International WHO Code

The International Code of Marketing of Breastmilk Substitutes from the World Health Organization (the Code) covers marketing and promotion of products meant to substitute for breastfeeding. It does not ban their sale or use; it simply restricts their promotion.

LLLI fully supports the International Code of Marketing of Breastmilk Substitutes and subsequent World Health Assembly resolutions.

We review our partnerships and relationships regularly to ensure that we only have cooperative relationships with those who meet their obligations under the International Code.

Why do we need a Code?

The Code is needed to support infant health and prevent unscrupulous practices in the sale of breast milk substitutes.

What is the Code in law?

The Code is a World Health Assembly Resolution; a recommendation that nations pass legislation to uphold the resolution. However there is no legal penalty if a nation does not implement a resolution that they adopted.

An updated version of the Code has been issued which discusses the rules governing the marketing of breast milk substitutes.

What does the Code cover?

  • Formula milk
  • Any food or drink that would substitute for breastfeeding e.g. teas or foods aimed at babies under six months, or formula aimed at any age up to 36 months
  • Bottles
  • Teats or nipples

Who is expected to follow the Code?

  • Manufacturers, distributors, and retailers of any of the above items
  • Health care workers, both professionals and volunteers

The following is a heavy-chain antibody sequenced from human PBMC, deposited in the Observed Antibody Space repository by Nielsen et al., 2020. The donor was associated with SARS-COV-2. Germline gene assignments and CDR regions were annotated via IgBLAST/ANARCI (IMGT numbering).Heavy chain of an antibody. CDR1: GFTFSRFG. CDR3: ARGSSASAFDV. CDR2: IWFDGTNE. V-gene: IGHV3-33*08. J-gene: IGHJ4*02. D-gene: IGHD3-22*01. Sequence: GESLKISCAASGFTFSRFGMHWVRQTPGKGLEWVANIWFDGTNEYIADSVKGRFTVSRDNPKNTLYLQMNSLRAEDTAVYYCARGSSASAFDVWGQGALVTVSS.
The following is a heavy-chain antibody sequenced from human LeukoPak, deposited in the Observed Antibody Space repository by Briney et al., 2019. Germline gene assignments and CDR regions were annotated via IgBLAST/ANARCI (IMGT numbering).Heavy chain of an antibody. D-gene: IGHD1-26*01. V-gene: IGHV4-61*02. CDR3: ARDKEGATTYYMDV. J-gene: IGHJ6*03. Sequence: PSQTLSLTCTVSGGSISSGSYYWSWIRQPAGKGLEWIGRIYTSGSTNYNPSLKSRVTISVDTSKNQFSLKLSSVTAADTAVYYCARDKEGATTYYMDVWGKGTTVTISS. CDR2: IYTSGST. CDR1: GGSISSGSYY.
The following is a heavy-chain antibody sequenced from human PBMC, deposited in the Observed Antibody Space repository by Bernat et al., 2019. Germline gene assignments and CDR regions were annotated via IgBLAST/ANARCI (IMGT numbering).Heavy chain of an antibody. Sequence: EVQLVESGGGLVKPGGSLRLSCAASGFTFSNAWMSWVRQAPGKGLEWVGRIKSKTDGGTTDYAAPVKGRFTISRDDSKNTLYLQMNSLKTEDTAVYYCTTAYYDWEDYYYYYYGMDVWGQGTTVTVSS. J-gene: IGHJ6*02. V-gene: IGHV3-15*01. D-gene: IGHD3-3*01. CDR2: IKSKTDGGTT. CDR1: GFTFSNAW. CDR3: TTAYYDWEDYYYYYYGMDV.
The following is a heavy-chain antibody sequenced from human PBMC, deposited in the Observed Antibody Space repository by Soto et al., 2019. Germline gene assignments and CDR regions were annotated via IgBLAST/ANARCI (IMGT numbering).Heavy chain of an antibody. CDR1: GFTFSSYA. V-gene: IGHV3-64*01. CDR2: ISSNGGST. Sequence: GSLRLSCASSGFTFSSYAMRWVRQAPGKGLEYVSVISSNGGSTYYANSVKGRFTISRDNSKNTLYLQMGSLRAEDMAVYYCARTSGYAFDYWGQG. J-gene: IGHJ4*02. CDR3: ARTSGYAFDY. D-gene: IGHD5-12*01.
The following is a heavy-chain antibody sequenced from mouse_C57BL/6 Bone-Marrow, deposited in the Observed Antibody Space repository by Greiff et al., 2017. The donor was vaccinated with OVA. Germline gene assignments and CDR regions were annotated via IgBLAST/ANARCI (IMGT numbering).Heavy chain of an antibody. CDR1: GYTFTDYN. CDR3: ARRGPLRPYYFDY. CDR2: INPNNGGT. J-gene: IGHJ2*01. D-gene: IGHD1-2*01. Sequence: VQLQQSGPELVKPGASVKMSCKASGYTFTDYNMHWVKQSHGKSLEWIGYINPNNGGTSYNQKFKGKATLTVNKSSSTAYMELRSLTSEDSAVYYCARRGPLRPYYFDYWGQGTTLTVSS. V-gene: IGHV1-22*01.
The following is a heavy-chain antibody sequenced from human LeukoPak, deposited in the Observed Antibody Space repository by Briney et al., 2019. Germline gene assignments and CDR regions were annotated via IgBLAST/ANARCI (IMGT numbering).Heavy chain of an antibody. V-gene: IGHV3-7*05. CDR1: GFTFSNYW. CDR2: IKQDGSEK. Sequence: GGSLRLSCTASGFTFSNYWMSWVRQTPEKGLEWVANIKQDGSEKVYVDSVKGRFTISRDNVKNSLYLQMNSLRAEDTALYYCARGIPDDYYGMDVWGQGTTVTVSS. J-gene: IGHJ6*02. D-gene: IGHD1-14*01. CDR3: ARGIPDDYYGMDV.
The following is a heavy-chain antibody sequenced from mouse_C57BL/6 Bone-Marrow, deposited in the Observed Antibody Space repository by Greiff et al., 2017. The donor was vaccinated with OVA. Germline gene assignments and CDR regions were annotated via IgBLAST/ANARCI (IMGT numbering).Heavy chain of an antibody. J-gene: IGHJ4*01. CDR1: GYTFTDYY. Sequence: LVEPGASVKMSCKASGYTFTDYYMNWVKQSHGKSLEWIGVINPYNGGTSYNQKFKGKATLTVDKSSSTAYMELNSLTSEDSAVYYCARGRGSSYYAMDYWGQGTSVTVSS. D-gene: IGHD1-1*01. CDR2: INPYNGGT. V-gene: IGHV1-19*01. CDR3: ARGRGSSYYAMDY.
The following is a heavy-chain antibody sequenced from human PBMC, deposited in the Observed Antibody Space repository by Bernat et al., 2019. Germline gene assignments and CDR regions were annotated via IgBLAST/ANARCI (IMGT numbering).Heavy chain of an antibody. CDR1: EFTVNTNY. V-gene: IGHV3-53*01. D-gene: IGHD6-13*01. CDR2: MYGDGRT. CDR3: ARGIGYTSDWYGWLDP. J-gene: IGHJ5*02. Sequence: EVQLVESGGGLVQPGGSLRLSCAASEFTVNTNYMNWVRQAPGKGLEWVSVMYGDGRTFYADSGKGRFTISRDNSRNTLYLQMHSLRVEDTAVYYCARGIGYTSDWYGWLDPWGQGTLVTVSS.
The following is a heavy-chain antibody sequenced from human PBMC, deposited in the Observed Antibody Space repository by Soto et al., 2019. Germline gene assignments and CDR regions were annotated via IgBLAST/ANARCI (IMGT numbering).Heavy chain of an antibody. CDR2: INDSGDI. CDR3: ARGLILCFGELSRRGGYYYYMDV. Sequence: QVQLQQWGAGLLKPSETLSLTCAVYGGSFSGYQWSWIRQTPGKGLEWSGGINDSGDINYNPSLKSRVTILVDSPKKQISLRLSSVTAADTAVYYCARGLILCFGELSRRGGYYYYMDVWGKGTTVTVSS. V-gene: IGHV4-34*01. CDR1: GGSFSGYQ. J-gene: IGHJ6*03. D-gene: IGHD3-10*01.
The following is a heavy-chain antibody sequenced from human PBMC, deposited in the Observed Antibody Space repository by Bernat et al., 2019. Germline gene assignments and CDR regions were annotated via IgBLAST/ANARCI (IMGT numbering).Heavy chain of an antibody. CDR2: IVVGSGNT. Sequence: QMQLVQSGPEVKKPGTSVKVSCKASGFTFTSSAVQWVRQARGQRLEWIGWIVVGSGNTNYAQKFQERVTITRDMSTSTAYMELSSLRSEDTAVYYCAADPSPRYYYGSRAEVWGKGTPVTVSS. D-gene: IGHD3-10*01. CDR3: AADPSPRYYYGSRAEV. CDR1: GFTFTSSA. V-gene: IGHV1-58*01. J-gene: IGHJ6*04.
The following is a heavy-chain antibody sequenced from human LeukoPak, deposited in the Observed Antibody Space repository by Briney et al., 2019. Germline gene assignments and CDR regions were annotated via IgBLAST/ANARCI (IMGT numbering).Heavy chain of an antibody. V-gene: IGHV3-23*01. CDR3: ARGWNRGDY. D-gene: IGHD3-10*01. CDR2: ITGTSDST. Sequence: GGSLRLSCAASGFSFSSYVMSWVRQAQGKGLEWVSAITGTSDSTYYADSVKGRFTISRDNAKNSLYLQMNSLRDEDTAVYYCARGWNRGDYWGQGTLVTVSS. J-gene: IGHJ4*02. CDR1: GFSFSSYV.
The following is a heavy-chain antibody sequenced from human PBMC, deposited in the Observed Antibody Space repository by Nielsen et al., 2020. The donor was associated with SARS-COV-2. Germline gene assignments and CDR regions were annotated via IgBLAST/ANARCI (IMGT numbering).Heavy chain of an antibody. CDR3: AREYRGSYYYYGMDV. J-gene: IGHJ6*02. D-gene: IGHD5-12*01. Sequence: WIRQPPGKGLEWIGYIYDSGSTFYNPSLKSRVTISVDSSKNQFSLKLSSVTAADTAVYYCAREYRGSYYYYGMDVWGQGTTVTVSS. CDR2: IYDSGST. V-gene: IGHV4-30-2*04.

• Health care facilities—hospitals, clinics, etc

What must be on the label?

  • Labels must be in the local language
  • Information must include the hazards associated with artificial feeding
  • Labels cannot use idealising language or images e.g. a happy baby sleeping, or a protective shield suggesting baby is in a protected bubble against disease 

What IS allowed under the Code?

  • Use of formula with safe preparation, for babies who need it
  • Sale of products with technical information e.g. “125 ml polycarbonate bottle”
  • Scientific and factual information for health professionals e.g. “contains certain proteins”
  • Accurate information on safe formula preparation is required on all labels

What is NOT allowed?

  • Promotion to parents: advertising, free samples
  • Promotion to health professionals: gifts, free samples
  • Promotion in health facilities: posters, free formula, gifts
  • Promotion of unsuitable products for babies (such as sweetened condensed milk)

Got questions?

Please send in all your questions on understanding the Code to

The information in this post was compiled by Helen Gray and originally published in Leader Today, January 12, 2017.

Further information

Useful background on the Code can be found on the IBFAN website:

Baby Milk Action has a selection of publications and educational materials!/~/product/id=13951&prid=0&ctid=4&scid=2&tp=pl_.

Baby Milk Marketing. Who needs WHO?

Global Health Agencies and Breastfeeding

International Code of Marketing of Breast-Milk Substitutes (1981)

Breaking the Rules, Stretching the Rules, 2014, International Code and relevant WHA resolutions (printed version)

International Code FAQ

Protecting Infant Health, A Health Worker’s Guide to the International Code of Marketing of Breastmilk Substitutes